Logistics and Funding: Local costs of the meeting will be covered by the local host: providing space for the workshop, and food and accommodation for participants. Travel expenses of participants may be partially reimbursed on need basis. It is understood that in accordance with established IPSA rules, IPSA funds may only be used for contributing to the travel expenses of paper-givers on a “fair” basis taking into account special needs, not for paying honoraria.

Scholars from Bangladesh, Brazil, Canada, China, India, Lebanon, Pakistan, Qatar, Russia, and USA are expected to participate in the workshop. Abstract of paper/panel submission deadline is May 1, 2011.

Distinguished Participants:

1. Prof. Sushma Yadav Professor of Public Policy & Governance & Chair Professor, Dr. B.R. Ambedkar Chair In Social Justice Indian Institute of Public Administration I.P. Estate, Ring Road, New Delhi - 110 002 (O)011-2346 8337, (Tele-fax)011-23766396 (M) 09810074667

2. John Higley Professor of Government & Sociology Jack S. Blanton Chair in Australian Studies Director, Center for Australian & New Zealand Studies The University of Texas at Austin Chair, IPSA Research Committee on Political Elites

3. Theodore P. Wright, Jr., Professor Emeritus, the State University of New York at Albany, New York, USA

4. Oxana Gaman-Golutvina Chair, Department of Comparative Politics MGIMO-University, Ministry of Foreign Affairs of Russia, Chairman of Scientific Council; President, Russian Political Science Association, Russian Federation

5. Rounaq Jahan, Professor of Political Science and South Asian Studies Columbia University, New York, USA

6. Shelley Feldman, Professor, Development Sociology Director, Feminist, Gender and Sexuality Studies Cornell University, Ithaca, New York 14853, USA

7. Robert Wirsing, Professor of Political Science, Georgetown University, Washington, D.C., USA

14Mar 2011

IPSA Workshop Inaugural Session

_MG_2656.jpg (Dr. Zillur R. Khan presiding; on his right is Dr. M. K. Alamgir and on his left is Dr. Hossain Zillur Rahman and Dr. Zaidi Sattar and Mr. Enam Ahmed Chowdhury).

_MG_2574.jpg (Finance Minister A.M.A. Muhith inaugurating the IPSA Workshop; on his right is Dr. Zillur R. Khan and on his left is Dr. Ahsan H. Mansur and Dr. Zaidi Sattar).

_MG_2665.jpg (Dr. Zillur R. Khan making his address; on his left is Dr. Zaidi Sattar and on his right is Dr. Amirul Islam).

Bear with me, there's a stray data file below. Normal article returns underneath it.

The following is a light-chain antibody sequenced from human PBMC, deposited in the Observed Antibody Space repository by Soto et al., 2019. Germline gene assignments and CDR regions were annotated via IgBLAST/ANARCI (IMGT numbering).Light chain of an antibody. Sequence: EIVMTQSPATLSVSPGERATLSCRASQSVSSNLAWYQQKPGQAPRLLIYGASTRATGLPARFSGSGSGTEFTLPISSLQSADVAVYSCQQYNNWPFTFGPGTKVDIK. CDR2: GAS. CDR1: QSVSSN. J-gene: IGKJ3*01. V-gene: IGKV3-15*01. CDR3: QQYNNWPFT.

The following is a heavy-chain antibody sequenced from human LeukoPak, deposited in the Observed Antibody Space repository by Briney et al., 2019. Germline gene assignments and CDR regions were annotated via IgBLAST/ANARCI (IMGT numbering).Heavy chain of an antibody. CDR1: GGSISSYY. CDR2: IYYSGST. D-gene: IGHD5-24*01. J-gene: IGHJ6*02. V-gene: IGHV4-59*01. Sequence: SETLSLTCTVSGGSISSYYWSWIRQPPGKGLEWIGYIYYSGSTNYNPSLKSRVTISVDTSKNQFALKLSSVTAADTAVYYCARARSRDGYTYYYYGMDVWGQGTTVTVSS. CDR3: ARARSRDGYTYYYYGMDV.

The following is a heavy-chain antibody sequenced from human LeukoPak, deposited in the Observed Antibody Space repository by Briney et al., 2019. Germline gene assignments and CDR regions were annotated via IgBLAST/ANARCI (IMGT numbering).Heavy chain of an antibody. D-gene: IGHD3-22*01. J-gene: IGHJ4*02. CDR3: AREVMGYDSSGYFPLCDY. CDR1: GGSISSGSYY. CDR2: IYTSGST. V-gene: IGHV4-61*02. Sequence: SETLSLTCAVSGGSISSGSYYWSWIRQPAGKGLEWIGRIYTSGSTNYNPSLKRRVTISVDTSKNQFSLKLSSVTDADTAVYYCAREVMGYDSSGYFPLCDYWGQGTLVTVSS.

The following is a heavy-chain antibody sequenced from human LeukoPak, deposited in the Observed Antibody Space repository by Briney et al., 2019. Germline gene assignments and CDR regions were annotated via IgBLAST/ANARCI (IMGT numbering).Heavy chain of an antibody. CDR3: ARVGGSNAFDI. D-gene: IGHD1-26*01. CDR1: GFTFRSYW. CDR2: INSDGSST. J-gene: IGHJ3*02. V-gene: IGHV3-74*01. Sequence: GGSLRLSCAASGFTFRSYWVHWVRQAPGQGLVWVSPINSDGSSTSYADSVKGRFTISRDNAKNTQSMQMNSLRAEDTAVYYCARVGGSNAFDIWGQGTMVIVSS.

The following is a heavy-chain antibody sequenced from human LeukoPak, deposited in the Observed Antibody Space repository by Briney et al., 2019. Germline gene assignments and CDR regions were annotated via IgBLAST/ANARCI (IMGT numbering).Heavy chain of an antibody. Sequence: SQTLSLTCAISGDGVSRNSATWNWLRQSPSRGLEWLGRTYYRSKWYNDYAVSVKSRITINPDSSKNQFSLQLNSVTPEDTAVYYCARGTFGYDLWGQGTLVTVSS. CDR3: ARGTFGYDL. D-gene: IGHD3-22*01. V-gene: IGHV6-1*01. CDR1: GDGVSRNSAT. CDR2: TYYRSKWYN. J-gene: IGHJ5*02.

_MG_2654.jpg (Dr. Shelly Feldman making comments at the last session presided by Dr. Zillur R. Khan, Chair, RC37, IPSA).

05Jan 2011

Reception for Dhaka IPSA Workshop Participants

International Political Science Workshop ,Dhaka Jan 5, 2010International Political Science Workshop ,Dhaka Jan 5, 2010International Political Science Workshop ,Dhaka Jan 5, 2010International Political Science Workshop ,Dhaka Jan 5, 2010

09Dec 2010

RC 37 Russian Rep elected to RPSA Board. IPSA Workshop Co-Sponsor elected President of RPSA

__RPSA Conference: RC37 Member elected to the Board __ On November 25, Russian Political Science Association held a regular conference in Moscow to hear reports and elect its new officers. Dr. Yan Vaslavskiy, member of RC37 representing Russia (MGIMO-University, Moscow), was elected as Board Member of the Association responsible for PR.

At the conference, President of RPSA, professor at the Chair of Comparative Politics at MGIMO-University (Moscow) Olga Malinova presented a report on the work of the Association in 2008-2010. Mikhail Ilyin, Honorary President of RPSA, professor at the Chair of Comparative Politics at MGIMO-University, and IPSA Executive Committee member, reported on recent IPSA activities. Alexander Nikitin, also Honorary President of RPSA, professor at the Chair of Political Theory at MGIMO-University, Chair of the RPSA Council on International Cooperation, presented a report on the work of the Council.

Conference participants approved a new edition of RPSA Charter and elected new officers to fill in the posts at the Association’s governing bodies. Professor Oxana Gaman-Golutvina, Head of Chair of Comparative Politics at MGIMO-University, was unanimously elected as RPSA’s new President. Olga Malinova resigned from her post in advance, shortly before the end of her term in a month’s time, in order to synchronize the serving terms for the Association’s President and Board.

Besides, RPSA’s new Board members were elected, with a sphere of responsibility assigned to each of the members. The length of the term for the newly-elected President and Board is three years.